The Latest News from VIGH

VIGH awarded $3 million for building research capacity in Nigeria and Mozambique

Vanderbilt Institute for Global Health (VIGH) has received a new research training grant and a renewal for an existing training program from the Fogarty International Center (FIC) of the National Institutes of Health (NIH) to build HIV-focused research capacity with key partners in Nigeria and Mozambique. One of the $1.5 million grants will establish The Vanderbilt-Nigeria Building Research Capacity in HIV/Non-communicable Diseases (V-BRCH) Program to build capacity of Nigerian investigators to successfully initiate and implement high-quality clinical trials in HIV-associated non-communicable diseases.

VUMC and VIGH Investigators Present Findings on Elevated Mortality of Tuberculosis Diagnosis in People Living with HIV

"Among people with HIV in Latin America, those diagnosed with tuberculosis (TB) at an initial clinic visit were about twice as likely to die within 10 years as people not initially diagnosed with TB, according to findings from a large observational study. This increased risk persisted despite the availability of TB treatment and mirrored patterns seen previously in HIV-negative populations, according to research supported by the National Institute of Allergy and Infectious Diseases (NIAID), part of the National Institutes of Health.

Featured Publication: Attrition of HIV-exposed infants from early infant diagnosis services in low- and middle-income countries: a systematic review and meta-analysis

Research led by Vanderbilt investigators found nearly 40% of HIV-exposed infants in low‐ and middle‐income countries (LMIC) were not in care at 18 months of age or had died. Despite the availability and progress of HIV prevention of mother-to-child transmission (PMTCT) programs which includes postpartum follow-up of HIV-positive mothers and their HIV-exposed infants, many infants do not remain engaged in early infant diagnosis (EID) services that are essential to optimal health outcomes.

Featured Publication: Prevailing Gender Norms and Unanticipated Effects of a Sexual and Reproductive Health Intervention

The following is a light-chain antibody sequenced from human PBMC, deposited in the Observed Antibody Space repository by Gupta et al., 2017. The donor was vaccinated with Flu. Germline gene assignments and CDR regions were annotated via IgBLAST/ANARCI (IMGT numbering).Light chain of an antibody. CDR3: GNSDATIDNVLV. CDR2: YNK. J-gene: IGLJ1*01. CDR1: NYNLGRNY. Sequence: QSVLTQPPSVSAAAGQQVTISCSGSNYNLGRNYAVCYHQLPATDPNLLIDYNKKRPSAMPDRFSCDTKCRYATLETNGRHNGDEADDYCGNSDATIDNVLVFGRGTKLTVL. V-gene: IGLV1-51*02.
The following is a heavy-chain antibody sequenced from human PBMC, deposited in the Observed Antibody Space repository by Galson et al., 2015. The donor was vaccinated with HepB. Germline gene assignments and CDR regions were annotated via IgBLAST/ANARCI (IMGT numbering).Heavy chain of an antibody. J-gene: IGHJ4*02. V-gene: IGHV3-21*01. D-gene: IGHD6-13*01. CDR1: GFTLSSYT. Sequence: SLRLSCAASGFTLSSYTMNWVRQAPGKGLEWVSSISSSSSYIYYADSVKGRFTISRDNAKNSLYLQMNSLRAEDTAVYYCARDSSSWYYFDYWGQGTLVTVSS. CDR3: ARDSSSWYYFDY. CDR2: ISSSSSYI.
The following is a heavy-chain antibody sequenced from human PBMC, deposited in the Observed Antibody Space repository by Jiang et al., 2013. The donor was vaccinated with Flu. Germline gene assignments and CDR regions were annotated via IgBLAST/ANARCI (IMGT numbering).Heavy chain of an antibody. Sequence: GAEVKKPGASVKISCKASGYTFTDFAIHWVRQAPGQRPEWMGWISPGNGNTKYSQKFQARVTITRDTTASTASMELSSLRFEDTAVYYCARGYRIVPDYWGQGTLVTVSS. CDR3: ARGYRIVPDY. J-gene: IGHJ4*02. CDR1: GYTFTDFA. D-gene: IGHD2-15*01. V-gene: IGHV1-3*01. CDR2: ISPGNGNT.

Programs and interventions focused on reducing the risk of HIV and early pregnancy, improving school attendance, and empowering girls can have significant and powerful effects for adolescent girls. Simultaneously, these programs may have unanticipated effects that inhibit the program's success.

HIV-positive pregnant women at significant risk of loss to follow up from HIV Care after delivery in South Africa

In 2017, according to UNAIDS, more than 90% of HIV-positive pregnant women accessed antiretroviral (ART) medicines to prevent mother-to child transmission of HIV in Southern Africa, and recent research suggests access and adherence to ART remains high during pregnancy due in part to the scale up of national antenatal (ANC) and ART care clinics.  Engagement in HIV care after delivery, however, can be challenging.

Science and PBS report on three places where "ending AIDS" is a distant hope

In 2016, Nigeria accounted for 37,000 of the world's 160,000 new cases of babies born with HIV. The most populous country in Africa, Nigeria does have an exceptionally large HIV-infected population of 3.2 million people. In other countries, however, rates of mother-to-child transmission of HIV have plummeted, even in far poorer countries. Mother-to-child transmission is only one part of Nigeria’s HIV epidemic.

Calling for improved HIV data systems on World AIDS Day

On World AIDS Day, The Royal Society of Tropical Medicine and Hygiene, published a blog post by Kate Clouse, Ph.D., MPH, VIGH core faculty. She calls for improved HIV data systems to provide quality care and ensure lifelong engagement in HIV care.

Researchers study unique couples intervention in Mozambique to reduce HIV transmission

Researchers in the Vanderbilt Institute for Global Health are testing whether a unique “couples-centered” intervention developed in the southern African nation of Mozambique can reduce mother-to-child transmission of HIV.

Nutrition Research Methods Workshop Trains Faculty and Graduate Students in Zambia

Current and past fellows, and faculty of the UNZA-Vanderbilt Training Partnership for HIV-Nutrition Research (UVP). The program is supported by the Fogarty International Center.  

VIDEO: Medical Equipment Arrives in Mozambique

Last year, the Vanderbilt Institute for Global Health (VIGH) and Friends in Global Health (FGH) worked together to collect a container full of donated medical supplies, and had it shipped to the Provincial Health Department located in the Zambézia Province of Mozambique. In October 2016, the container arrived in the port of Quelimane. Together with Project C.U.R.E.

Vermund Blog Post: World AIDS Day Collection

To acknowledge World AIDS Day, 1 December 2016, a wide variety of papers published in Transactions of the Royal Society of Tropical Medicine & Hygiene and International Health over the past two years is offered online. Editorial Board member, Professor Sten Vermund, introduces the collection:

Health counselors: A key element in the fight against HIV

"The health counselor is the key member of the team. They are the true pillar. It is with the health counselor that patients have their first contact, on which everything else depends."
 
 ~Mauro Timana – Chefe Médico at Mocubela

For mother and daughter, life is not as it used to be: It is much better!

Amélia Sebastião and her seven year old daughter, Juliana, are healthy and making long-term plans for their lives. Amélia is a Peer Educator assisting patients in her community and Juliana wants to be a District Administrator when she grows up. But this was not the case just a few years ago.